Education doesn’t tell students what to think but how to think. However, too many textbooks and legislators seem to see education as indoctrination, a troubling trend, especially as the nation celebrates Labor Day.
Generally, some textbooks ignore or marginalize labor. Specifically, some lawmakers in states including Kentucky, Louisiana and Texas oppose instruction in critical thinking and impose fanciful notions as fact – if it pleases their extremist base.
All summer, the press has occasionally covered the “LIBOR Scandal,” but many stories have been a lot of “inside-baseball”-style financial confusion. Actually, the situation affects working people much more than has been noted.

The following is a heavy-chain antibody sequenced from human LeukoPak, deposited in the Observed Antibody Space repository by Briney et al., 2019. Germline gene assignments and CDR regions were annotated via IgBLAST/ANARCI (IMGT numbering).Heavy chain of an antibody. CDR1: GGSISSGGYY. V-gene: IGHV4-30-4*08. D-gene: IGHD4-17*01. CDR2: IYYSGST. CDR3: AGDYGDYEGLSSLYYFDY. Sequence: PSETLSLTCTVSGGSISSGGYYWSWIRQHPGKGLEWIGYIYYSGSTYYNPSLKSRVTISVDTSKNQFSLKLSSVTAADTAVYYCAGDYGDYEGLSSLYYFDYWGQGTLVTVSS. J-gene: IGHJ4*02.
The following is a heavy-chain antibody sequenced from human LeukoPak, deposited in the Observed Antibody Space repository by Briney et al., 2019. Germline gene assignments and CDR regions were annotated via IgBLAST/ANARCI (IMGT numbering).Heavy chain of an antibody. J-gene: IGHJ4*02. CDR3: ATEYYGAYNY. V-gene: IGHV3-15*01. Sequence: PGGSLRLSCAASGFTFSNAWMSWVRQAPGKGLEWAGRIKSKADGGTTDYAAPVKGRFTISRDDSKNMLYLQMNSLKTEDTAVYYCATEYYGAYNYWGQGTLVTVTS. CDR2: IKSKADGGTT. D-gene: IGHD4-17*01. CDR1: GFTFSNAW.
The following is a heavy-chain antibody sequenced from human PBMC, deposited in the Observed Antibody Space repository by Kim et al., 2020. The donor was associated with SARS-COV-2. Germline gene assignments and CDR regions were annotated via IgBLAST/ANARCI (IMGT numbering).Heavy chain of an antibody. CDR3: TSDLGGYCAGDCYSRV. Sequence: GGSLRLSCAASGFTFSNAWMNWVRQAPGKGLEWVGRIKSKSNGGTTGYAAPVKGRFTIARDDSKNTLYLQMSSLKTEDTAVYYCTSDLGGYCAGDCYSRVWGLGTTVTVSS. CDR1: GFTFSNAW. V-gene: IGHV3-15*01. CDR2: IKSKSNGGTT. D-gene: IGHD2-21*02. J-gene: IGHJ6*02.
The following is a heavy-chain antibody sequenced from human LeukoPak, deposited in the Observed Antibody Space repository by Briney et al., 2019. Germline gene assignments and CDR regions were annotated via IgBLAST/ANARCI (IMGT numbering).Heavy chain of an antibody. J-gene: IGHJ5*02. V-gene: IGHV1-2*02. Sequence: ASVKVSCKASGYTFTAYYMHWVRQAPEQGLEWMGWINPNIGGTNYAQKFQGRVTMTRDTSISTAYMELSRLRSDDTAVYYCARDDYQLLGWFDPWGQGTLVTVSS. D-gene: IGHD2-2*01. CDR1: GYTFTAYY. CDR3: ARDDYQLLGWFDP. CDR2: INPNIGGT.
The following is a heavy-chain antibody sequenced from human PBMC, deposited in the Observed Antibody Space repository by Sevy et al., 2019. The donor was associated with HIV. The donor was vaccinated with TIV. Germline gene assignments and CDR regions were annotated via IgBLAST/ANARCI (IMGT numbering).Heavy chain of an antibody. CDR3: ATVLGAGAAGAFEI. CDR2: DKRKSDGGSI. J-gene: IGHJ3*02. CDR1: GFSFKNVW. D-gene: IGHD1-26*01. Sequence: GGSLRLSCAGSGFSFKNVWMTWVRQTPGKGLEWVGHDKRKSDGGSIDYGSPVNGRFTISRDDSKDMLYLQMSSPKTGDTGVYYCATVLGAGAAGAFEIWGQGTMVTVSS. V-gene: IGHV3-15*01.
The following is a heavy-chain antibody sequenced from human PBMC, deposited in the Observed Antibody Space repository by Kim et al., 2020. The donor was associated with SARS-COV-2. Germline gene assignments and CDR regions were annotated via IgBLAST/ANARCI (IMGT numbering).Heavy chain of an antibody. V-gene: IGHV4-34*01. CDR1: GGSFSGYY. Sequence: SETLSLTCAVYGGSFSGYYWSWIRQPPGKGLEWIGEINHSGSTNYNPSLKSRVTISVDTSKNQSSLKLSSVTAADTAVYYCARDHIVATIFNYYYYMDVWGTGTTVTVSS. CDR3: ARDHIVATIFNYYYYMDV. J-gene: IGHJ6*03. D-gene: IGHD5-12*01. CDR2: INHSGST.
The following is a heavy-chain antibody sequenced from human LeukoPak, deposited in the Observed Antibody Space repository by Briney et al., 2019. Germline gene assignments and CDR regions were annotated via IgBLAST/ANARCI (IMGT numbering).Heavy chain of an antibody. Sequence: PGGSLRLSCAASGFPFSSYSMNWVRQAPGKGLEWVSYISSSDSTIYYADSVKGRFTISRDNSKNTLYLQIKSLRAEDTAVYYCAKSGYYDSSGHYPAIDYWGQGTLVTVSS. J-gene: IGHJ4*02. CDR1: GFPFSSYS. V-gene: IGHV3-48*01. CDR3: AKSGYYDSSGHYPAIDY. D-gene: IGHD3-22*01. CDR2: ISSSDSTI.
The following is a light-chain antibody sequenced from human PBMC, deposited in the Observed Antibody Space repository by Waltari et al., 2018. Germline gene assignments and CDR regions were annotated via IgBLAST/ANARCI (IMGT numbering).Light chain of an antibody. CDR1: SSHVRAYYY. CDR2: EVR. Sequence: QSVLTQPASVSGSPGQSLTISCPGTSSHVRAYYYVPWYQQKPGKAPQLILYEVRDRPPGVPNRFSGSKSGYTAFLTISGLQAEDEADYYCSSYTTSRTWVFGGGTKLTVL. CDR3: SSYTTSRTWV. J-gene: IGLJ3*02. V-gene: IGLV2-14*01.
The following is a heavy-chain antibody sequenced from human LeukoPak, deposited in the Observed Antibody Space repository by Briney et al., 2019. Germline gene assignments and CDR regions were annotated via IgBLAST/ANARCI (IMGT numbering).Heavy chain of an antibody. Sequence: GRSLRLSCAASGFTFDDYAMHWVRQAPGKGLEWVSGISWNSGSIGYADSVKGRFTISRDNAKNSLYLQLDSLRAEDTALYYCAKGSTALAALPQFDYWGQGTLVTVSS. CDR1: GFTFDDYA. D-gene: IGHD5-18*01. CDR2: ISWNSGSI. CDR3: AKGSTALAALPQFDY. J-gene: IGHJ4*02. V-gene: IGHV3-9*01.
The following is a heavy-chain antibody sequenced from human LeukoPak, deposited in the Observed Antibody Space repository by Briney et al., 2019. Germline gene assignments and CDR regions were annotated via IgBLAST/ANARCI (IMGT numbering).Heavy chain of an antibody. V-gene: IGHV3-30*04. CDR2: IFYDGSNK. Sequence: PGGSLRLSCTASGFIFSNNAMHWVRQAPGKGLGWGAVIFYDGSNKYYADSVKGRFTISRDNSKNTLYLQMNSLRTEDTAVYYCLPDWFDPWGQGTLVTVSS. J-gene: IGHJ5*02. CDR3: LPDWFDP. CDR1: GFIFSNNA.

As tempting as it is to blame a U.S. President for insufficient job growth – whether Barack Obama or George W. Bush – jobs come from employers, not politicians. Sure, White House leadership is important, ideas from the executive branch should spur government action to help businesses hire, and a president sets an administration’s tone. But presidents can’t exclusively take the blame – or the credit – for jobs.
As preparations are finalized for the Democratic and GOP National Conventions, some labor unions and their progressive allies have decided to host a rallying event of their own in Philadelphia to “refocus the national political debate on economic opportunity and middle class rights.”
That’s news to too many Americans.
A “Workers Stand for America” rally is scheduled to occur next Saturday, August 11, when working people from all walks of life, union and non-union alike, will come together to have their voices heard during the election campaign.